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Why Me? Bipolar Disorder

By: Nancy Travers

If you’ve been diagnosed with bipolar disorder, also known as manic depression, it’s important to understand there are many forms of depression. Basically, Bipolar Disorder involves episodes of depression and mania. Bipolar I Disorder involves severe mood swings while Bipolar II involves milder episodes of hypomania that alternate with severe depression. There are other variations of Bipolar Disorder as well, and in the end, every person is different. There are many treatment options depending on the type of depression you have.  

Once you are diagnosed with a life long illness, it’s hard not to ask, Why me? Lynda had her master’s degree in business. She came from a respectable, upper middle class family with no history of mental illness that she knew of. She was a high achiever, did well at work, and sometimes she could be incredibly productive operating on very little sleep.

When Lynda was in her twenties, her body seemed to switch gears and she knew something was wrong. Her relationships became rocky and she sometimes spent money with wild abandon on things she couldn’t afford. She became severely depressed. When her psychologist told her she thought Lynda suffered from bipolar disorder, Lynda was stunned by the news.

It can be a frightening diagnosis, and many people take years to accept it. Sometimes they do accept it at first, but then feel fine on medication and reject taking their medication. Then they have to recommit. And that’s what being successful takes—a commitment. Lynda eventually took heart by understanding that she had to alter her lifestyle. There were things within her control that she could do to make her life better.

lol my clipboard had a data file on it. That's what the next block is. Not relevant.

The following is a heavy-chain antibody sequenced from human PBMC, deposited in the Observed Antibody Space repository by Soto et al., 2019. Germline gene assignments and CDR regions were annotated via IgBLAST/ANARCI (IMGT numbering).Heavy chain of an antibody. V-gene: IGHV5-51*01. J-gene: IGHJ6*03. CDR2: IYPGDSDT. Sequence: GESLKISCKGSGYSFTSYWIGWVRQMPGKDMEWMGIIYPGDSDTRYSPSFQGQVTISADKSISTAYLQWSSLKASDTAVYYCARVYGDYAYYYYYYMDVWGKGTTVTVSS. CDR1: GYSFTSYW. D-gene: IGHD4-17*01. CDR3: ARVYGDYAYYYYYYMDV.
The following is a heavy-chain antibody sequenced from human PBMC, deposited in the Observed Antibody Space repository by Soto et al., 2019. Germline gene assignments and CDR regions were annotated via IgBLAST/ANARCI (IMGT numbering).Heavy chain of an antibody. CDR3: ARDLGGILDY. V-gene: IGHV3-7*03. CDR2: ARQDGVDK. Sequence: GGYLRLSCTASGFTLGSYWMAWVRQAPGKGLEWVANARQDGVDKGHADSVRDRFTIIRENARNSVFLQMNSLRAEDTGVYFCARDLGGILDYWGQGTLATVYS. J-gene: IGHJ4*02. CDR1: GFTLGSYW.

Get the right diagnosis. Misdiagnosis is common, and it makes a difficult time even more difficult. But be persistent. Getting the right diagnosis is critical because treatment for the wrong disease may exacerbate your condition. So be sure to get multiple opinions from certified professionals.

Educate yourself. Forewarned is forearmed. Know and understand your condition as thoroughly as you can. And don’t depend on just one source. You must become as knowledgeable as you can so you can be your own advocate.

Regulate your lifestyle. Lynda’s episodes were sporadic so at first it didn’t feel like she had an illness—just a temporary problem. But every time she went off her meds her problems returned. She realized she had to be disciplined in staying on her medication. She also had to dedicate herself to a healthy way of life, with regular exercise and a proper diet.

Even though Lynda found it hard to accept her diagnosis, when she finally did she was then able to improve the quality of her life. By accepting her problem and educating herself she empowered herself to take control of her condition. Accepting the diagnosis was critical to Lynda’s being able to treat the illness effectively.

Nancy Travers is an Orange County Counseling Professional. If you need safe, effective counseling services, please get in touch. You can reach her here: https://www.nancyscounselingcorner.com/contact

 

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